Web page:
The January 6 Hearings Are Over. Now What?
The investigation produced mounds of evidence. Will it matter?
Brookings Institution scholars Norman Eisen, Danielle Brian and E. Danya Perry take to the NYT to proclaim “The Jan. 6 Hearings Are Over. These 3 Things Must Happen Now.”
The added proof of Mr. Trump’s involvement in the events of Jan. 6 renews the question of whether elections officials and courts can disqualify him from holding public office under the Constitution. Section 3 of the 14th Amendment provides for the disqualification from office of any person who has “engaged in insurrection or rebellion against” the United States or who has “given aid or comfort to the enemies thereof.”
The prospect of Mr. Trump being disqualified may sound unlikely, but it is not fanciful — a New Mexico county commissioner who participated in the Jan. 6 insurrection was recently removed on just this basis.
Two key points, though. First, “Cowboys for Trump” founder Couy Griffin was actually convicted for crimes related to the Capitol riot. Second, given that he was not convicted under the Insurrection Act, it’s quite possible the ban will be reversed on appeal. We simply don’t know what Section 3 means outside the context of the Civil War.
Their second proposal is more promising, although I can’t imagine they’re not already planning to enact it:
The report could be modeled after the Watergate Road Map. That document laid out in painstaking detail the evidence of wrongdoing that an investigative body (there, a grand jury) had collected. It consisted of an inventory listing the evidence and then attached pieces of proof — whether it was a document, witness transcript or something else.
In that case a grand jury was sending evidence to the House. In this case, it is the House that would be making evidence available to others. But the principle is the same: The committee should compile all the relevant evidence upon which 14th Amendment decision makers can rely.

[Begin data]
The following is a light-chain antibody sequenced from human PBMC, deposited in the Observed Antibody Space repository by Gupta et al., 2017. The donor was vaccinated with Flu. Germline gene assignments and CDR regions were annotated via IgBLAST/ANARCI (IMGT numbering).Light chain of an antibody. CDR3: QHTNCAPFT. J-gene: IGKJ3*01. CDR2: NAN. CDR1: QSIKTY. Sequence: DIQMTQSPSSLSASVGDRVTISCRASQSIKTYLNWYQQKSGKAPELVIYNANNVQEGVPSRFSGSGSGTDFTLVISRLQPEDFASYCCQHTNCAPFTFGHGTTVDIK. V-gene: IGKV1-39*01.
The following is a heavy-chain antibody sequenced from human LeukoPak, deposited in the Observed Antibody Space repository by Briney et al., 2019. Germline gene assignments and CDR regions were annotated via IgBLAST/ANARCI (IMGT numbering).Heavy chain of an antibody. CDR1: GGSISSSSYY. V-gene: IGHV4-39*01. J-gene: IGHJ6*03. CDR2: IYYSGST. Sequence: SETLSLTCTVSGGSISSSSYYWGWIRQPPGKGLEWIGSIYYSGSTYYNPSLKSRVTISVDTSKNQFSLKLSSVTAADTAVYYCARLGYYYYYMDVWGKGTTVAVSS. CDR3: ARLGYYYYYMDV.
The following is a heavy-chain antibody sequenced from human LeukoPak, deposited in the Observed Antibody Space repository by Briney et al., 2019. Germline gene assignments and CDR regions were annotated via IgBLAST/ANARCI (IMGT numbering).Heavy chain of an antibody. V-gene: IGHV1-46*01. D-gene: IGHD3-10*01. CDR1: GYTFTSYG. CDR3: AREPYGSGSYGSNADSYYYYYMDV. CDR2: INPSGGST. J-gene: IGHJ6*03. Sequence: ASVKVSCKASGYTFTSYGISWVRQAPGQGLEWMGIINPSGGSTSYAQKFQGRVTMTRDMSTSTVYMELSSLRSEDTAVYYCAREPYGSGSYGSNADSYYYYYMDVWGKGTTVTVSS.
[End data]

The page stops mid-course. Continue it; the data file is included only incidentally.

A similar road map may also be helpful to federal and state prosecutors. A formal criminal referral is less essential than laying out the relevant evidence for federal prosecutors to draw upon in their various investigations and for local ones like Fani Willis, the district attorney for Fulton County, Ga.
The committee’s evidence on Thursday suggesting potential obstruction of justice by members of the Secret Service and White House staff will also be in the hands of federal prosecutors to resolve. In one of the more notable moments of the hearing, Representative Adam Schiff stated that evidence strongly suggested “certain White House and Secret Service witnesses” had falsely testified that they were not aware of the risk of violence.
The third is related:
One final handoff is perhaps most important of all: to voters. Well over 300 midterm candidates have embraced “the Big Lie” about the 2020 election being stolen. The committee has repeatedly warned of the danger this election-denial movement poses. As Ms. Cheney said on Thursday, “another Jan. 6 could happen again if we do not take necessary action to prevent it.”
But the test of the committee’s work and its political impact will not end with the midterms. Some “stop the steal” candidates will win their races, and the postelection season will quickly pivot to the 2024 election.
The baton is passing from the committee to others who have the power to take action on its work. That handoff is not only to election officials, prosecutors and judges. It is to all of us. Our democracy may well depend on what we do with it.
Alas, I’m not incredibly hopeful in the short term. I think most of the Republicans who were reachable were reached long ago—certainly by November 2020 or, at very least, 7 January 2021. If four years of Trump and a violent mob storming the seat of our democracy didn’t convince those people, I can’t imagine these hearings did.
Some 41 percent of Americans think Trump should face criminal charges. That’s a plurality but it still means 59 percent do not. Indeed, given that Joe Biden got 51 percent of the vote in 2020, it means even a significant number of Biden supporters aren’t persuaded criminal charges are in order.
Still, a sizable chunk of people who still self-identify as Republican (40 percent according to one recent poll) believe Trump had at least some role in the riot, which is more than thought so ahead of the hearings. The question, though, is whether that will translate into staying home or voting against candidates proclaiming that the 2020 election was stolen. All indicators are that it won’t, at least in significant numbers.